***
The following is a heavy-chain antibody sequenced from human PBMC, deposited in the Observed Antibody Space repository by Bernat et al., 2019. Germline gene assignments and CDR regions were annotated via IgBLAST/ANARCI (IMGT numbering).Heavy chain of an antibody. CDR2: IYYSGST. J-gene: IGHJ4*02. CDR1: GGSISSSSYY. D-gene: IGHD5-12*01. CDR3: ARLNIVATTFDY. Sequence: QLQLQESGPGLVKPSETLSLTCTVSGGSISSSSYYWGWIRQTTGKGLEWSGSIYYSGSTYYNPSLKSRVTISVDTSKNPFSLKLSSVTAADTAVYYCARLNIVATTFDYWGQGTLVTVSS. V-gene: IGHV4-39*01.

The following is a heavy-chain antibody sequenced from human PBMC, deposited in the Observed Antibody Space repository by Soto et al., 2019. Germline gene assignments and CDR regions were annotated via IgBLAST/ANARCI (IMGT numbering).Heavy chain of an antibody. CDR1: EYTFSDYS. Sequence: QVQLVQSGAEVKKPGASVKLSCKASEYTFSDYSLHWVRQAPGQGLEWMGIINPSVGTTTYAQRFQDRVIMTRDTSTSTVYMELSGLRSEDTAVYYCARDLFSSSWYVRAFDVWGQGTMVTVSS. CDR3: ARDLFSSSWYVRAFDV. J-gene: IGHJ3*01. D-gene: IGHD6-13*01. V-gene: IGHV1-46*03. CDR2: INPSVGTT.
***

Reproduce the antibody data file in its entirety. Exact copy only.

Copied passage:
The following is a heavy-chain antibody sequenced from human PBMC, deposited in the Observed Antibody Space repository by Bernat et al., 2019. Germline gene assignments and CDR regions were annotated via IgBLAST/ANARCI (IMGT numbering).Heavy chain of an antibody. CDR2: IYYSGST. J-gene: IGHJ4*02. CDR1: GGSISSSSYY. D-gene: IGHD5-12*01. CDR3: ARLNIVATTFDY. Sequence: QLQLQESGPGLVKPSETLSLTCTVSGGSISSSSYYWGWIRQTTGKGLEWSGSIYYSGSTYYNPSLKSRVTISVDTSKNPFSLKLSSVTAADTAVYYCARLNIVATTFDYWGQGTLVTVSS. V-gene: IGHV4-39*01.

The following is a heavy-chain antibody sequenced from human PBMC, deposited in the Observed Antibody Space repository by Soto et al., 2019. Germline gene assignments and CDR regions were annotated via IgBLAST/ANARCI (IMGT numbering).Heavy chain of an antibody. CDR1: EYTFSDYS. Sequence: QVQLVQSGAEVKKPGASVKLSCKASEYTFSDYSLHWVRQAPGQGLEWMGIINPSVGTTTYAQRFQDRVIMTRDTSTSTVYMELSGLRSEDTAVYYCARDLFSSSWYVRAFDVWGQGTMVTVSS. CDR3: ARDLFSSSWYVRAFDV. J-gene: IGHJ3*01. D-gene: IGHD6-13*01. V-gene: IGHV1-46*03. CDR2: INPSVGTT.